Rewards: Unlike lines of credit, business credit cards tend to offer cash back or travel rewards. Plus, some business credit cards come with an introductory 0% APR period.
Credit limits: Lines of credit typically have higher borrowing limits than credit cards.
Note: A line of credit is structured so you pay back what you borrow (plus interest) over the course of six to 12 months. This can help when it comes to budgeting payments over time. On the other hand, if you don’t pay off your business credit card in full each month, you may find yourself racking up debt due to overwhelmingly high APRs.
There are several key differences between a line of credit and term loan.
Repayment: You don’t make payments or accrue interest until you actually draw from your business line of credit. So if you borrow $50,000, but only use $20,000, you would only pay interest on the $20,000. With a term loan, on the other hand, you’re given the lump sum of $50,000 upfront which you start paying right away — even if you realize you only need $20,000 to get the job done.
Loan terms: Lines of credit are generally capped at 12 months. With a term loan, typical repayment periods range from 6 months to 5 years.
Use case: A line of credit offers flexibility and is ideal for keeping your cash flow in a good place. If you own a seasonal business, a business line of credit could help you cover payroll during the slow season or purchase inventory to gear up for the busy season. However, depending on a line of credit to cover specific long term business investments just isn’t sustainable. A good rule of thumb is to use a term loan for bigger and more specific needs.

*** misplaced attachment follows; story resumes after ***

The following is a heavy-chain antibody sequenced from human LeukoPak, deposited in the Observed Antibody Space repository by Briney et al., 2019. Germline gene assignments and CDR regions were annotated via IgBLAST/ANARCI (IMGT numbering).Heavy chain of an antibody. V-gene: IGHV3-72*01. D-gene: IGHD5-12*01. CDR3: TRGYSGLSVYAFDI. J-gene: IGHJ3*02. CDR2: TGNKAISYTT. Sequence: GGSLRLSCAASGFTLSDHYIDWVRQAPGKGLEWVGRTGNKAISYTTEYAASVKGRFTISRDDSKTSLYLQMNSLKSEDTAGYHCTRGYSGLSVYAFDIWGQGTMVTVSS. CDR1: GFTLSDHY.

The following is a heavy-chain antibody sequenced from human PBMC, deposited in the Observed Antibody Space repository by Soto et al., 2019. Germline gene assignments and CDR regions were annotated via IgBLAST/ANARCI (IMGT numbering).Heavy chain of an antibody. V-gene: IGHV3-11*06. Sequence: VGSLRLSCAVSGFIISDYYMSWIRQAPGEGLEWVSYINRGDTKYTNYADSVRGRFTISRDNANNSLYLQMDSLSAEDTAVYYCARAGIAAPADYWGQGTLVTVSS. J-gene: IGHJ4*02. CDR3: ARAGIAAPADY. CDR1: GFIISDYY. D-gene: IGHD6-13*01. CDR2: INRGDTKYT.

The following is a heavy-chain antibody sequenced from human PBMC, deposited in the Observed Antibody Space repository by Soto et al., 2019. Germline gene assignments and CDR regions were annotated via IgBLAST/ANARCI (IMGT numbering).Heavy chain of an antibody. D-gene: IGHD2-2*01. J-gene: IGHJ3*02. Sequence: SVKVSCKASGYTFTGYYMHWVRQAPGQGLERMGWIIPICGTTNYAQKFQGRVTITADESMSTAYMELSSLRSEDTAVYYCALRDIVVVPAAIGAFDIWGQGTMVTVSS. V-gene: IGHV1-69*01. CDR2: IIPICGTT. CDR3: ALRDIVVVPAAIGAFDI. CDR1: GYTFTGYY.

Funding Circle and our network of partner lenders are here to help you find the financing that’s right for you. Business lines of credit are incredibly flexible as you can draw out funds when you need to, and only pay interest for the money you borrow. As you repay what you have drawn, your line of credit will replenish and can be tapped again.
If you need business capital, consider taking a few minutes to apply for a business line of credit with Funding Circle today.
Louis DeNicola is the president of LD Money Media LLC and an experienced finance writer who specializes in credit, personal finance, and small business finance. Within the small business sphere, he helps business owners understand their financing options, cash flow management, business credit, and taxes. In addition to Funding Circle, you can find his work on BlueVine, Credit Karma, Experian, Wirecutter, and Lending Tree.